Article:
This week, Clippers broadcaster Brian Sieman posted a photo marking the 12-year anniversary of signing his first contract with the team.
After a dozen years in the radio booth with the Clippers, following a stint with the Minnesota Timberwolves, Sieman will take over as the play-by-play announcer for the team’s television broadcast in the 2019-20 season. He’ll share the television booth with Chauncey Billups.
Legendary broadcaster Ralph Lawler, who for four decades was arguably more of the face of the Clippers than any of the team’s players, praised the hiring of Sieman as his replacement. Lawler’s opinion matters more than anyone, of course. And it is all that matters really.
However, I’ll second Lawler’s notion. Brian Sieman is the perfect encore for Lawler. He is hardworking, affable, respectable, adaptable, and, oh by the way, one of the best in his profession. Sounds a lot like the way the Clippers constructed their on-the-court roster as well.
I sat next to Brian on the team plane for the better part of three years. I saw first-hand the level of preparation he put into each broadcast. On nights when most every person in the back third of the plane slept, Brian was refining charts for the next opponent. They were typed in shorthand with personal nuggets, biographical information, and stats. He made a point to find salient points that he thought would be of interest to his audience. And he prided himself, in a way very similar to Ralph, on delivering a high-quality broadcast each and every night.
I was fortunate enough to work for the team when they had a chance to win every time they set foot on the court. Brian was there for Elton Brand’s Achilles injury. He was there for the debacle that followed the ouster of Mike Dunleavy, and the Baron Davis no-show.
Sure, Brian wasn’t in the building when the team drafted Michael Olowokandi or trudged through failed season after season the way Ralph was. But it is important that the Clippers landed on a guy in this era of prosperity that still understood and even experienced the past. No one would have fulfilled that like Brian.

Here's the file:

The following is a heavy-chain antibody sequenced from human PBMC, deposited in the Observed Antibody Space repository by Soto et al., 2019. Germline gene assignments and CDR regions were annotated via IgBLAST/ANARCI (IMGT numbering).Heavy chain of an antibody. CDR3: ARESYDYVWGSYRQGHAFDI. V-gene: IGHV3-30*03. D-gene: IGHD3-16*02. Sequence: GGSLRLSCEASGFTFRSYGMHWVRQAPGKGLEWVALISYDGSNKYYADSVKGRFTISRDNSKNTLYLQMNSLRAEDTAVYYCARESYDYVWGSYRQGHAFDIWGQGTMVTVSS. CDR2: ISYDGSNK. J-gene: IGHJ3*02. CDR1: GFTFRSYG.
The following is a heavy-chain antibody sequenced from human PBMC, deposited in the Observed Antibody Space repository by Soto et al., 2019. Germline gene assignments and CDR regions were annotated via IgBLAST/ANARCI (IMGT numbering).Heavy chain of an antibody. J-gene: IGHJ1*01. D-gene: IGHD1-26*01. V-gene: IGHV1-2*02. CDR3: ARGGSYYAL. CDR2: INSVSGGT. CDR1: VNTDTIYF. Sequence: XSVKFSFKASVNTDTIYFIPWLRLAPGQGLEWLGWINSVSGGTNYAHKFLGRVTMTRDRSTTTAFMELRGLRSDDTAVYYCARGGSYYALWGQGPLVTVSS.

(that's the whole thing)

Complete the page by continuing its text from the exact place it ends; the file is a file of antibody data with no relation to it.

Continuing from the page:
His makeup as a broadcaster is without reproach. We’ve all heard him on air over the years. That part stands up to the television job on its own. It’s the intangibles that he brings, like the work on the plane or his humor, that exceed expectations.
It’s been five years since I last traveled with Brian. When I reflected on my time with the Clippers, it has been that relationship and a few others that I value far more than any story about a player or locker room banter.
I watched him rush to his hotel room on the road to FaceTime his family. I listened to small parenting nuggets that applied years later when I had my own kids. I won’t share them all, but the one that has really helped my quality of life: set an early bedtime for your kids and stick with it because otherwise you’ll never have time with your spouse or for yourself.
Brian’s influence as a professional was lasting as well. His late nights of preparation motivated me to never use the plane for a nap. He gave me confidence by praising my work when I had doubts, and had the integrity to question things or choices, even personal ones, that he didn’t agree with. When he cited my work on air, he told me. When I had to appear on the pregame show for the first time, he talked me through the process. When I was asked to MC a small presentation for the Clippers in a pinch (believe me, I wasn’t the first choice), I channeled some of the things I had seen Brian do in similar situations… with the exception of telling a Reggie Evans joke.
After Ralph stepped away in May there were many names bandied about as a potential replacement. But something tells me the Clippers knew all along that they had one last “bingo” left before Brian brings his own signature call to the booth.